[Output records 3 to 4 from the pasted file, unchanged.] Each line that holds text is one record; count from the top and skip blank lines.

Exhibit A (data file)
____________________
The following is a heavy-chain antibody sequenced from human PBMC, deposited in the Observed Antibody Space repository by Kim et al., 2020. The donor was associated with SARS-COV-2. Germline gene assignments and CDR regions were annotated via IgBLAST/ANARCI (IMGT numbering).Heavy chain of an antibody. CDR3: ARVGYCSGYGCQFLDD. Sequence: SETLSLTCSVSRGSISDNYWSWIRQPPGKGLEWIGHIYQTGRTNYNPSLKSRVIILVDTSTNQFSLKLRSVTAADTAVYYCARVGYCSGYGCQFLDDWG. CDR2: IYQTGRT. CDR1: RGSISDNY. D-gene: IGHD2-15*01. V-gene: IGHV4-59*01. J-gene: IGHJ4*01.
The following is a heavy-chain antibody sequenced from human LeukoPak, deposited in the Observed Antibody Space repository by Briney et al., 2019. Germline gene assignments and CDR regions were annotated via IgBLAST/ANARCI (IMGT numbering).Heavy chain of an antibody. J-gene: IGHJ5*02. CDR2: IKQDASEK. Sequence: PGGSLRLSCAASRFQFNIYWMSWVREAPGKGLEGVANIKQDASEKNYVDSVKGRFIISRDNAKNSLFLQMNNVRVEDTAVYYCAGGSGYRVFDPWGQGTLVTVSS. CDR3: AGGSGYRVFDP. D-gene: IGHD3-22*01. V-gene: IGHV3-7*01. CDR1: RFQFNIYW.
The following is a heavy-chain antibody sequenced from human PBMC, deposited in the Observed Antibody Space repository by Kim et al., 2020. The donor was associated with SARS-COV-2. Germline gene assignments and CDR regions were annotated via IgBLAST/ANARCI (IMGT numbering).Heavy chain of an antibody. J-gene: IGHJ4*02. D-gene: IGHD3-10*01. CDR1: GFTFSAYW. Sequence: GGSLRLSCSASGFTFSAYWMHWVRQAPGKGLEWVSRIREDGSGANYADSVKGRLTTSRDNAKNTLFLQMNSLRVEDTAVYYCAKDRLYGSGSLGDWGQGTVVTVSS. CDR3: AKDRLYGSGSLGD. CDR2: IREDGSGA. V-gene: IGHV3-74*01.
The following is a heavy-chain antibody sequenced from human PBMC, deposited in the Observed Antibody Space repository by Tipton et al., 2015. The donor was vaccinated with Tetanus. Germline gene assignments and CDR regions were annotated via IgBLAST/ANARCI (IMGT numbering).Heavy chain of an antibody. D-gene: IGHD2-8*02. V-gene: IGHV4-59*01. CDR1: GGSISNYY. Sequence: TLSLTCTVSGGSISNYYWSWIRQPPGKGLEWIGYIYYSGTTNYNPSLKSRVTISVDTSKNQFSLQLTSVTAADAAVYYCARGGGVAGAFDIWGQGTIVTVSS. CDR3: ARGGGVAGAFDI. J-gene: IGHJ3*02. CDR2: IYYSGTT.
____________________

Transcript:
The following is a heavy-chain antibody sequenced from human PBMC, deposited in the Observed Antibody Space repository by Kim et al., 2020. The donor was associated with SARS-COV-2. Germline gene assignments and CDR regions were annotated via IgBLAST/ANARCI (IMGT numbering).Heavy chain of an antibody. J-gene: IGHJ4*02. D-gene: IGHD3-10*01. CDR1: GFTFSAYW. Sequence: GGSLRLSCSASGFTFSAYWMHWVRQAPGKGLEWVSRIREDGSGANYADSVKGRLTTSRDNAKNTLFLQMNSLRVEDTAVYYCAKDRLYGSGSLGDWGQGTVVTVSS. CDR3: AKDRLYGSGSLGD. CDR2: IREDGSGA. V-gene: IGHV3-74*01.
The following is a heavy-chain antibody sequenced from human PBMC, deposited in the Observed Antibody Space repository by Tipton et al., 2015. The donor was vaccinated with Tetanus. Germline gene assignments and CDR regions were annotated via IgBLAST/ANARCI (IMGT numbering).Heavy chain of an antibody. D-gene: IGHD2-8*02. V-gene: IGHV4-59*01. CDR1: GGSISNYY. Sequence: TLSLTCTVSGGSISNYYWSWIRQPPGKGLEWIGYIYYSGTTNYNPSLKSRVTISVDTSKNQFSLQLTSVTAADAAVYYCARGGGVAGAFDIWGQGTIVTVSS. CDR3: ARGGGVAGAFDI. J-gene: IGHJ3*02. CDR2: IYYSGTT.